We are still waiting for the blood bank to find blood.  I'm sure they will find it either later today or tomorrow morning. 
I'll let you know when they do:)
 :bighug :bighug

Sharmin

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Offline Andy Battaglia

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Re: Slow rate transfusion and warm antibody
« Reply #12 on: May 02, 2008, 02:52:17 PM »
Sharmin,

The slower transfusion rate with less blood should make some difference.

http://www.clinlabnavigator.com/transfusion/WarmAutoimmuneHemolyticAnemia.html

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A critical aspect of transfusing patients with AIHA is to avoid over- transfusion. The kinetics of red cell destruction always describe an exponential decay curve, indicating that the number of cells removed during a unit of time is a percentage of the number of cells present at the start of this time interval. Raising the hemoglobin level abruptly is likely to increase the amount of hemolysis that is occurring and may precipitate DIC. Indeed, the most common cause of post transfusion hemoglobinemia and hemoglobinuria in AIHA may not be alloantibody induced hemolysis but rather the quantitative effect of increasing the red cell mass subjected to ongoing autoantibody hemolysis. Accordingly, transfusion of comparatively small volumes of blood is the optimal means of minimizing the danger of transfusion-induced intravascular hemolysis. The patient's hemoglobin level should be maintained just above a tolerable level until more specific therapy becomes effective.[/size]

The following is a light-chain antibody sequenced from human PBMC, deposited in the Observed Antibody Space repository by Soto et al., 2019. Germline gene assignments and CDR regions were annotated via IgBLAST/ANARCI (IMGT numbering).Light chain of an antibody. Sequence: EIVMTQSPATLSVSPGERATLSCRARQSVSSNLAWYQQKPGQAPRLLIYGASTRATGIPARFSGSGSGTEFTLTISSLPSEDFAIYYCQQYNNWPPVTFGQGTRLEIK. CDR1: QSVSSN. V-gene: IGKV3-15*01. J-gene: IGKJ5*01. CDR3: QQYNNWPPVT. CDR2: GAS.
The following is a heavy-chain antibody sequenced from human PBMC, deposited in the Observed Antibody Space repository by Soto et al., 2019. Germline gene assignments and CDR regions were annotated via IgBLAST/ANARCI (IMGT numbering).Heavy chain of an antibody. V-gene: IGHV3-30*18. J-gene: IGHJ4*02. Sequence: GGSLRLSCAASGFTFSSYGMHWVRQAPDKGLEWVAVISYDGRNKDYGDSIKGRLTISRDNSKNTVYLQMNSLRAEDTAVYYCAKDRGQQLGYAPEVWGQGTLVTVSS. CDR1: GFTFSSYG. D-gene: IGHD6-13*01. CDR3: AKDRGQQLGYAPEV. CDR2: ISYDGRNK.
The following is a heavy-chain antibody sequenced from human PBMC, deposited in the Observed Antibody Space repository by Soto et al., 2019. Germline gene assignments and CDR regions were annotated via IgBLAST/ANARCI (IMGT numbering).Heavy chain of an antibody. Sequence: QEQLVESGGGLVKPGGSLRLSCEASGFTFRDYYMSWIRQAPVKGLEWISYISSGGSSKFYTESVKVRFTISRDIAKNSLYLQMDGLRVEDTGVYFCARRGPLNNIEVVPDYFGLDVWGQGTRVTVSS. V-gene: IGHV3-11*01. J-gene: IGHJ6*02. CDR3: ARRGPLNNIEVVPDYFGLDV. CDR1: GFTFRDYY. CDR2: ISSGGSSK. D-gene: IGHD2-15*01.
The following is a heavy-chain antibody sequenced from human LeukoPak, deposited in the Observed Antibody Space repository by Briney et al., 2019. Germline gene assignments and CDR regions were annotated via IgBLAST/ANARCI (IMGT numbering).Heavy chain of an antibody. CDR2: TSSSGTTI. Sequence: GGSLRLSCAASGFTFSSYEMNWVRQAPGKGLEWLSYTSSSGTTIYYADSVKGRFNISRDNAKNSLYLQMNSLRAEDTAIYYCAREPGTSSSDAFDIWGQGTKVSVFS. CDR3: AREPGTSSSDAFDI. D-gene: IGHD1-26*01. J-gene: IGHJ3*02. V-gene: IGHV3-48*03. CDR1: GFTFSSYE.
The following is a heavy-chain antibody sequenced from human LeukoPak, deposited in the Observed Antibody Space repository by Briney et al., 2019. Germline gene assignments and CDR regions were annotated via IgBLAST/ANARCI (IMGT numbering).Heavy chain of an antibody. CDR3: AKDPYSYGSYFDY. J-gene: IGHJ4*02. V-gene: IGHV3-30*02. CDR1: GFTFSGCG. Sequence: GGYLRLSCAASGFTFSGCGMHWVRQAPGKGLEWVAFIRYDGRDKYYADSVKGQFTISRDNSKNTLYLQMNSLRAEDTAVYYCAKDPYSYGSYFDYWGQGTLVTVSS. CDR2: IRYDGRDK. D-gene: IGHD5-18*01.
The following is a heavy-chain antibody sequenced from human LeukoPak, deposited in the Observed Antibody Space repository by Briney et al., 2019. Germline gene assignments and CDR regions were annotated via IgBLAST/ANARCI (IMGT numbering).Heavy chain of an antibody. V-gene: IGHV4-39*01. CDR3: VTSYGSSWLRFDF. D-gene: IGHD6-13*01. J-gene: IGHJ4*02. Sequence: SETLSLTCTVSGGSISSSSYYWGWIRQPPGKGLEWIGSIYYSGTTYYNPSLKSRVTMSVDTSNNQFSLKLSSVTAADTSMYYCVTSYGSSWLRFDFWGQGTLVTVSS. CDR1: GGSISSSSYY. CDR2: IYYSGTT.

I've been reading about blood matching which has been done using phenotyping. In recent years, it has been shown that genotype matching of blood can give a more accurate match.

http://www3.interscience.wiley.com/journal/98518982/abstract?CRETRY=1&SRETRY=0

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Genotyping was very important in determining the true blood groups of many polytransfused patients with -thalassemia, and it assisted in the identification of suspected alloantibodies and the selection of antigen-negative RBCs for transfusion.

By using this along with phenotyping, a better match is found. After many transfusions, it becomes difficult to determine the true blood type because so many foreign antibodies have been introduced via transfusions. Genotyping matches for the true blood type.

http://cat.inist.fr/?aModele=afficheN&cpsidt=1466407

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After multiple transfusions, the serologic typing of autologous blood group phenotypes is difficult, because of mixed RBC populations. The genotyping of ABO, Rh, Kell, Kidd, and Duffy systems could be used to determine autologous blood group antigen status...Genotyping from peripheral blood produced results identical to the autologous blood group phenotypes, regardless of the amount of blood transfused or of the length of the sampling period after transfusion. CONCLUSION: A fast and reliable PCR.sequence-specific primer DNA genotyping assay for simultaneous determination of autologous ABO, Rh, Kell, Kidd, and Duffy blood groups can be performed on peripheral blood samples, even though the patients have recently received multiple transfusions.